10 things about sunscreen that every pharmacist should know

By Neal Patel, RPS Head of Corporate Communications

OK, I’ll admit when I was told there may be things about sunscreen I didn’t really know I felt pretty sure that I was clear on how it worked and how to choose the right product. Sunscreen is simple, right? Sunscreen and actually the whole sun protection area is complex, and for those of us with little time to consider what the label actually means, may even be confusing. With skin cancer rates rising and a heatwave on the way, here’s a timely reminder about sun protection.

1 What’s the connection between sunlight and skin cancer?

The ultraviolet (UV) light in sunlight that reaches the earth is UVA and UVB both of which have effects on the skin. UVA is associated with skin ageing through having an effect on elastin, and can also cause skin cancer. UVB is mainly responsible for sunburn and has strong links to malignant melanoma and basal cell carcinoma.

2 How do sunscreens work?

Sunscreens generally contain a combination of organic filters of chemical sunscreens that absorb harmful UV radiation and inorganic filters or physical sunscreens e.g. titanium dioxide and zinc oxide that reflect UV radiation away from the skin. It is this combination of agents that provide protection from the sun and provided the sunscreen has been tested to demonstrate this there should not be any difference in the protective properties of expensive and less expensive products.

3 What does the SPF rating scale mean?

SPF stands for “sun protection factor” and indicates the level of protection a product gives to UVB. SPF can have levels up to 50+ with smaller numbers giving low protection and high numbers greater protection.

4 How do I know how much UVA protection sunscreen offers?

Protection to UVA is shown by the star rating system which goes from zero to five stars, with more stars giving greater protection. The star rating indicates how much UVA radiation is absorbed in comparison to UVB – it is therefore a ratio between UVA and UVB. This means that even if a product has a high star rating, it may not give significant UVA protection if the SPF of the product is low. Or put another way, for a given star rating, the UVA protection provided will increase as the SPF value of the product increases. Not quite as simple as I hoped.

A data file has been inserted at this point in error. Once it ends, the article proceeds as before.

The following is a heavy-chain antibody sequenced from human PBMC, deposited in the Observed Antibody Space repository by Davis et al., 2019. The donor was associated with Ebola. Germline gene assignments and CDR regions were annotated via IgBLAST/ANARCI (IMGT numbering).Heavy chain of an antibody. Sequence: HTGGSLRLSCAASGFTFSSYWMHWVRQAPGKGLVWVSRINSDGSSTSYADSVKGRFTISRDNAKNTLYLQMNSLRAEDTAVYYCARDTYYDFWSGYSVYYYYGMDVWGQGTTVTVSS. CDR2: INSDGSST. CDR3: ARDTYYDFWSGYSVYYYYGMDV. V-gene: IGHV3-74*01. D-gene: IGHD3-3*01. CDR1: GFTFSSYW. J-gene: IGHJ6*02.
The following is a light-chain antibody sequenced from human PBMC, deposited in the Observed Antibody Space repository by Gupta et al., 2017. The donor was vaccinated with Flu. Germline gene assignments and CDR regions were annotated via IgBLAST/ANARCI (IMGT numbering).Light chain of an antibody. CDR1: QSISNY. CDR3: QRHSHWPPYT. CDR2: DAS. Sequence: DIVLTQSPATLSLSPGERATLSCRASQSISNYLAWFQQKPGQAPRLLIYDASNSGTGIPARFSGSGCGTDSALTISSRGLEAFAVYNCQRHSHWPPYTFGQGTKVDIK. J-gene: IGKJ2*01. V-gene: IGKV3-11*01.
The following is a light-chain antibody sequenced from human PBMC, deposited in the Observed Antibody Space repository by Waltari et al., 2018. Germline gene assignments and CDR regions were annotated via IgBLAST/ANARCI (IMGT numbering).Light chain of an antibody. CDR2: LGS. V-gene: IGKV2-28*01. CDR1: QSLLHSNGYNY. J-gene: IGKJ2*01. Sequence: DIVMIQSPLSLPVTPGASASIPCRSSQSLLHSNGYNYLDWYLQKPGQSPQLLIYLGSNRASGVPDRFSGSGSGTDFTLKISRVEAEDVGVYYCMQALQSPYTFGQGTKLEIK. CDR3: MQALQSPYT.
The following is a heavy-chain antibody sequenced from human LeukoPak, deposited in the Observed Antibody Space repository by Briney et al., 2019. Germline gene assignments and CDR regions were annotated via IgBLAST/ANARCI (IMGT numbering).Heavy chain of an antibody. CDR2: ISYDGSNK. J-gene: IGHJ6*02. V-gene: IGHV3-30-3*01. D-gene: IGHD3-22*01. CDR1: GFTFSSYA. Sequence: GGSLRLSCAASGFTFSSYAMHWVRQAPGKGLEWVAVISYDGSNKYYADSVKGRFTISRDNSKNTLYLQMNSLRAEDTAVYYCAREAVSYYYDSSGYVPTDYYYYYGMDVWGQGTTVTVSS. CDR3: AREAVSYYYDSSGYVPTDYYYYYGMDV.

5 What do low, medium and high sunscreen descriptions mean?

Recently published European Union recommendations for sunscreens rate SPF as low (6 to 14), medium (15 to 29), high (30 to 50) and very high (50+).The label may also include a UVA logo (the letters “UVA” in a circle) which indicates that the UVA protection is at least one third of the stated SPF level. Many, but not all, sunscreens now offer protection to both UVA and UVB and are called “broad spectrum” sunscreens. Although I can’t see why anyone wouldn’t want both UVA and UVB protection.

6 What is the most effective sunscreen, spray, cream or lotion?

The is no conclusive evidence that suggests one type of sunscreen product, such as spray, cream or lotion, is better than the other. Its more about how you use it, see later.

7 Talking of evidence what do NICE say about sunscreen?

NICE recommends a sunscreen with an SPF 15 provided the correct quantities are applied. However, the Drug and Therapeutics Bulletin recognises that people do not apply sunscreens correctly and in sufficient quantities and suggest using a higher SPF e.g.30 – or to apply two coats of SPF 15, one half an hour before the second half an hour after sun exposure. The British Association of Dermatologists also recommend SPF 30 and a high star rating as a satisfactory level of sun protection in addition to protective shade and clothing.

8 Whats the advice on sunscreen application – how much and how often?

Ensuring that sufficient sunscreen is applied is the biggest safety issue with about 30 mL sunscreen required to cover the average body of an adult. It is estimated that most people apply about a quarter of the amount to sunscreen used to determine the SPF level – insufficient sunscreen equals lower sun protection. Sunscreen should be applied every two hours. “Once a day” products are accidentally removed by water, sweating, abrasion and by towel drying, all of which reduce effectiveness. It is recommended by the British Association of Dermatologists that these products are also re-applied every two hours.

9 How does skin type affect sunscreen use?

Skin type is also important in determining the effects of sun exposure on skin. Type 1 skin is very fair, doesn’t tan and requires the regular application of a high SPF sunscreen. In contrast, Types 5 and 6 black or Asian skin require sunscreen only during periods of extreme sun exposure.

10 Apart from sunscreen what else can I do to protect against too much sun?

Skin should be protected with clothing (hat, t-shirt sunglasses) and exposure to sun between 11am and 3pm minimised by spending in the shade. Babies and young children should be kept out of direct sunlight.

That’s my 10. Any top tips you would like to share? Please include in the comments section below.

Plenty more on sun protection from our friends at NHS Choices and Cancer Research UK.

See also our media release – RPS calls for clearer labelling on sunscreens after survey reveals confusion

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